Trolley crisis: Record 677 people awaiting a hospital bed, nurses say

INMO says staff face ‘intolerable’ conditions and patients in ‘inhumane’ situations

The number of people on trolleys and wards awaiting a bed in an Irish hospital has risen again to a new high of 677.

The number of people on trolleys and wards awaiting a bed in an Irish hospital has risen again to a new high of 677.

 

The number of people on trolleys and wards awaiting a bed in an Irish hospital has risen again to a new high of 677.

This represents an increase of more than 20 on the record figure of 656 counted by the Irish Nurses and Midwives Organisation’s (INMO) on Tuesday as part of its “Trolley Watch”, which monitors overcrowding in hospital emergency departments on a daily basis.

The union said some hospitals across the State were simply unable to cope with the surge of patients seeking admission to a hospital bed.

The highest numbers recorded in individual hospitals were at St Luke’s in Kilkenny (54) and University Hospital Limerick (53).

The INMO said that Dublin hospitals, particularly St James’s (28) and Tallaght (23) had recorded big increases overnight in the number of patients waiting for admission to a bed. It said hospitals in the Midlands were very overcrowded, particularly the Midland Regional Hospitals in Mullingar (38) and Tullamore (42).

The HSE had on Tuesday warned that the situation of people waiting on wards and in emergency departments for beds could get worse before it gets better.

Flu season

HSE national director Damien McCallion said much of the problem has been caused by the spread of flu over the winter and that flu season is still “three or four weeks” from peaking.

Mr McCallion said “we’ll have to wait and see” if the flu causes overcrowding to get worse.

“We’re trying to encourage people to get their vaccine, particularly older people. It may, at a minimum, prevent the flu but also help avoid hospitalisation if someone does get the flu.”

Patients and healthcare staff: Share your experience of the trolley crisis

Mr McCallion said the high figures were anticipated, he said, and the HSE has implemented measures to lessen the time people spend on trolleys.

All non-urgent elective surgeries have been cancelled and homecare is being increased to allow patients leave hospital early. Opening hours for diagnostic services and assessment units have been extended in an attempt to relieve pressure.

INMO general secretary Phil Ni Sheaghdha said the figures were “unacceptably high” and that the union was “very concerned at the level of planning to avoid the situation”.

“It is clear that a national emergency is now in place and certain locations simply cannot cope,” she said. “It is intolerable for both patients and staff endeavouring to provide the best care possible to them.”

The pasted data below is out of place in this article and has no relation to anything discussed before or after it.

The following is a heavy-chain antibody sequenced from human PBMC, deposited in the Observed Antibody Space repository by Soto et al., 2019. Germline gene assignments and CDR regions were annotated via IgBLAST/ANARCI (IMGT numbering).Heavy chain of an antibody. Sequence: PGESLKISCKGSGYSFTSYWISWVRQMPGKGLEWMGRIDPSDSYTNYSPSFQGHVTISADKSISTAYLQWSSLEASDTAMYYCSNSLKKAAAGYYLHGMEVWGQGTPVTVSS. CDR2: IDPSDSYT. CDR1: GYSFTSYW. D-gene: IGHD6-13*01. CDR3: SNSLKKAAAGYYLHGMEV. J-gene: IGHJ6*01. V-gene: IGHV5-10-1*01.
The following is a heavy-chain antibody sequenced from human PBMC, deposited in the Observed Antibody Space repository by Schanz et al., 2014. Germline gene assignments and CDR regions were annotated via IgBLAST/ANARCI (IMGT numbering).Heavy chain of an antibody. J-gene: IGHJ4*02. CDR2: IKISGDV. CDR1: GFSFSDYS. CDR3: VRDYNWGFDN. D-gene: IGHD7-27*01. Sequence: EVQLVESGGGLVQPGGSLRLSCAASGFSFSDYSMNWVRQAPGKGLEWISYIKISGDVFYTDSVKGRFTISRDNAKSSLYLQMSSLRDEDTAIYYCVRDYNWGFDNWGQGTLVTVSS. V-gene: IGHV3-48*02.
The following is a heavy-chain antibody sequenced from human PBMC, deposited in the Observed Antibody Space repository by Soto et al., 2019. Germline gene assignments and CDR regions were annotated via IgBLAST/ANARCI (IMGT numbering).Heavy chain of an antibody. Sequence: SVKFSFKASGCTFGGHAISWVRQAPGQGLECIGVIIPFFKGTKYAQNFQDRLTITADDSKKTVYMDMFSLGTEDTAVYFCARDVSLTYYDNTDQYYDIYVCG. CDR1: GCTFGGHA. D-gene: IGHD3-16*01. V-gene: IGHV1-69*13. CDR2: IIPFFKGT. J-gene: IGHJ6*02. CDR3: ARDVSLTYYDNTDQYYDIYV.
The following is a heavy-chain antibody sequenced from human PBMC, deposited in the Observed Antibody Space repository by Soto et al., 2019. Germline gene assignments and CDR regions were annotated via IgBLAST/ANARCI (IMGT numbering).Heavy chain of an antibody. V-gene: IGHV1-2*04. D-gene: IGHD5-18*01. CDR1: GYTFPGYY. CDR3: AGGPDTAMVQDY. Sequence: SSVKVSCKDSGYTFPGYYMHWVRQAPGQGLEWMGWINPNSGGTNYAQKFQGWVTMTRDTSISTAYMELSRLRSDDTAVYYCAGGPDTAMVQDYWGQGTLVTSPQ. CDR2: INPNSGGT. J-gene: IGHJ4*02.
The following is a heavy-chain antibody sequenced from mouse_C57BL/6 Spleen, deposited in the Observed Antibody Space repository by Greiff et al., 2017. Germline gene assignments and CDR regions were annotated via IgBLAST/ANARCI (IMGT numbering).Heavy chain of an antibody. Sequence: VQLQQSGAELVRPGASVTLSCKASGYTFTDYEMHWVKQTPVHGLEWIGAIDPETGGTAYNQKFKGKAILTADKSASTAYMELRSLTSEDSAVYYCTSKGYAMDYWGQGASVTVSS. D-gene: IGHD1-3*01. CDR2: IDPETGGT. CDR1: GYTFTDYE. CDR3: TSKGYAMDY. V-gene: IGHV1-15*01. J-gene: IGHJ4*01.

The INMO said it had sought an emergency meeting of the Emergency Department Taskforce and was awaiting confirmation from the HSE that this would take place either on Wednesday or Thursday.

“In the meantime, the INMO is receiving a number of distressed calls from members who describe intolerable working conditions and inhumane conditions for patients,” Ms Ní Sheaghda said.

Tuesday was the fourth time the number in the INMO count has exceeded 600, with the previous record of 612 counted this time last year.

The beginning of January typically sees the highest trolley numbers of the year following the Christmas break and as a result of the spread of flu.

Predictable

Dr Jim Grey, an accident and emergency consultant, said hospitals were now in a year round state of crisis with predictable seasonal surges on top of that.

“The first Tuesday of every year sets a new record. This is the worst it has ever been,” he told RTÉ’s News at One.

He said the main issue was a lack of bed capacity across the hospital system.

“We know there are solutions. We need beds…1,600 were lost on the last decade. The rate in Ireland is 2.8 per 1,000 while 4.8 per 1,000 is the OECD rate,” he added. “We don’t need a bed review to tell us what we already know. We need beds to be opened and we need staff.”

Dr Grey said measures were needed to encourage staff to stay in the health service and that at present there was very poor morale among nurses and doctors in Ireland who were choosing to leave to work in countries with better working conditions.

“It’s going to be a job to get them to come back.”

He added that cancelling scheduled surgeries in the face of overcrowding was only “kicking the can down the road” as people would get sicker and a number of them will end up in Emergency Departments.

“It’s a false economy. The health service needs capital investment.”